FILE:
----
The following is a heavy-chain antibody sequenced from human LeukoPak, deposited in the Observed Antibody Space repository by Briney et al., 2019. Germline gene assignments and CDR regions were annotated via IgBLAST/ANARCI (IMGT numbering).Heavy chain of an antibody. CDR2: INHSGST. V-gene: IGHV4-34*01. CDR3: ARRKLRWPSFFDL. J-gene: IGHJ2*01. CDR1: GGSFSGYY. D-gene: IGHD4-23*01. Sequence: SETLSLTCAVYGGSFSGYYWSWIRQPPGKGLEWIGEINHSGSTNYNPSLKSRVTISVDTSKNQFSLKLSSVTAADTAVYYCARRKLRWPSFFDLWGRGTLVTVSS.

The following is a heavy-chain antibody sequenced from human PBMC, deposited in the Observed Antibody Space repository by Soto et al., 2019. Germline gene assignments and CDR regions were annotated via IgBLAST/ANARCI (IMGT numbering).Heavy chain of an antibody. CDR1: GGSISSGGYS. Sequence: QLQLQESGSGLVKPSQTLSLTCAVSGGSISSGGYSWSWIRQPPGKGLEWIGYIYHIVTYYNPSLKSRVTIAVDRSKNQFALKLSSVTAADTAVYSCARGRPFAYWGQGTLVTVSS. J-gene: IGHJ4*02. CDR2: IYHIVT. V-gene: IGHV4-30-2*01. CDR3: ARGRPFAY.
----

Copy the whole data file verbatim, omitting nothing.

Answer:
The following is a heavy-chain antibody sequenced from human LeukoPak, deposited in the Observed Antibody Space repository by Briney et al., 2019. Germline gene assignments and CDR regions were annotated via IgBLAST/ANARCI (IMGT numbering).Heavy chain of an antibody. CDR2: INHSGST. V-gene: IGHV4-34*01. CDR3: ARRKLRWPSFFDL. J-gene: IGHJ2*01. CDR1: GGSFSGYY. D-gene: IGHD4-23*01. Sequence: SETLSLTCAVYGGSFSGYYWSWIRQPPGKGLEWIGEINHSGSTNYNPSLKSRVTISVDTSKNQFSLKLSSVTAADTAVYYCARRKLRWPSFFDLWGRGTLVTVSS.

The following is a heavy-chain antibody sequenced from human PBMC, deposited in the Observed Antibody Space repository by Soto et al., 2019. Germline gene assignments and CDR regions were annotated via IgBLAST/ANARCI (IMGT numbering).Heavy chain of an antibody. CDR1: GGSISSGGYS. Sequence: QLQLQESGSGLVKPSQTLSLTCAVSGGSISSGGYSWSWIRQPPGKGLEWIGYIYHIVTYYNPSLKSRVTIAVDRSKNQFALKLSSVTAADTAVYSCARGRPFAYWGQGTLVTVSS. J-gene: IGHJ4*02. CDR2: IYHIVT. V-gene: IGHV4-30-2*01. CDR3: ARGRPFAY.